Have you ever wondered how big, international agreements come about? Attending the UNESCO Higher Education Section Meeting on the Future Global Convention on Recognition of Higher Education Qualifications was an opportunity to see part of that process in action. The meeting took place over three days in early December 2018 at UNESCO Headquarters in Paris. I was representing TAICEP as Past President. TAICEP is a stakeholder and had observer status at the meeting.
What is the Global Convention?
The Global Convention is an effort to enhance worldwide cooperation for global mobility. It aims to provide real life, practical outcomes for students, academics, educational institutions, and employers. The Global Convention is based on principles of transparency; fair, reasonable, and non-discriminatory recognition processes; and information sharing.
How did we get here?
The Global Convention builds on the regional conventions. The first generation of regional conventions on recognition were drafted in the last century in Latin America and the Caribbean (1974), the Arab States (1978), Europe and North America (1979), Africa (1981), and Asia and the Pacific (1983). The second generation of regional conventions on recognition include: Lisbon Convention (1997), Tokyo Convention (2011), Addis Convention (2014), Arab States (2019), and Latin America and Caribbean (2019).
The growth of students moving across the globe produced the need for an international framework for recognition of higher education credentials.
Preparation for the Global Convention began in 2011-15 with expert meetings, feasibility, and preliminary reports. The Drafting Committee of the Global Convention was made up of 23 experts from all regions who were appointed by the Director-General in coordination with member states. Serving in their private capacity (not as representatives of member states), the committee met four times and completed a first draft of the report in June 2017. In the first half of 2018, more than 1,200 comments were received from 70 member states and 10 stakeholder organizations. These were incorporated into the draft convention that was reviewed at the December 2018 intergovernmental meeting.
How was the meeting organized?
The meeting took place in a large hall at UNESCO Headquarters in Paris and was attended by representatives of member states, associates, and observer organizations. The attendees met in plenary style and approved an editorial board and leadership to run the meeting. Similar to the United Nations meetings that we have seen over the years, delegates were seated at desks in rows, with each state or organization identified with a placard that could be held up or placed vertically in a slot on the desk to indicate a desire to speak. Comments and suggestions were referred to as “interventions.” Delegates recognized to speak were always referred to by country or organization, never by personal name.
Simultaneous translation was available to all delegates during the entire meeting in the six languages of the United Nations: Arabic, Chinese, English, French, Russian, and Spanish. Translators sat in two stories of rooms off to the side of the hall and were visible through large glass windows.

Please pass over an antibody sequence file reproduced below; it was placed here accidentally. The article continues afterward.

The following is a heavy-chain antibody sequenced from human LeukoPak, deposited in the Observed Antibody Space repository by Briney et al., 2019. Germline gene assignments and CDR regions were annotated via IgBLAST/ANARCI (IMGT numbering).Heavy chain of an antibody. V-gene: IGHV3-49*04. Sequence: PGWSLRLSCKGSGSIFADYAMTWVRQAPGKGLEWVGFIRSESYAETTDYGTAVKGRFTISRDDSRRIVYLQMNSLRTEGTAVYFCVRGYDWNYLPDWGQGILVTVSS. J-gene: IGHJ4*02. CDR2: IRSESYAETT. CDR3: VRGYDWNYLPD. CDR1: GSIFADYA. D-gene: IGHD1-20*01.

At one point, a UNESCO legal counsel was called upon to provide legal background and recommendations, especially related to implementation of the convention.
Leaders took turns acting as president of the meeting. UNESCO staff and other leaders assisted the acting president in identifying speakers and moving the meeting along smoothly. The goal of the meeting was to reach consensus decisions. Although it was clearly tempting at times to vote on two opposing options, the leadership made every effort to avoid voting and work toward a commonly acceptable solution.
Over the course of three days, most of the draft document was reviewed. Suggestions for changes were made in real time and projected on a large screen at the front of the room over the head table. The text was available in both English and French. After each day of meetings, the editorial committee worked on that day’s changes. Their energy and diligence was incredible.
How can the meeting be characterized?
Opinions about the meeting varied among delegates. There was some frustration that the entire text was being examined, instead of focusing on the changes in text between the first and second drafts. The level of expertise on the international qualifications and the details of work in this field varied between the delegates. Some delegates were nonetheless impressed by the participation by a wide range of member states, including those that are not normally active in higher education qualification communities. Within a 30-minute period comments came from Cuba, Tunisia, India, Ecuador, Ethiopia, Cameroon, Togo, Palestine, Germany, Sierra Leone, Ghana, Sudan, Italy, the Council of Europe, Uzbekistan, the Holy See, Jamaica, the United Nations Higher Commission on Refugees, Qatar, and Greece. The lively and civil debate was refreshing and inspiring.
A second intergovernmental meeting has been tentatively scheduled for March 2019. The resulting draft Global Convention text is expected to be examined by the UNESCO General Conference with the goal of adoption in November 2019. It will then be open for adoption by the member states.
Margit Schatzman has been involved in international admissions and credential evaluation for over 30 years. She began at ECE in 1983 as an Evaluator. In 1985 she became Vice President. She has been president of ECE since January 1, 2007. She is a frequent speaker at U.S. and international conferences on topics such as credential evaluation principles and methods, and falsified and altered documents.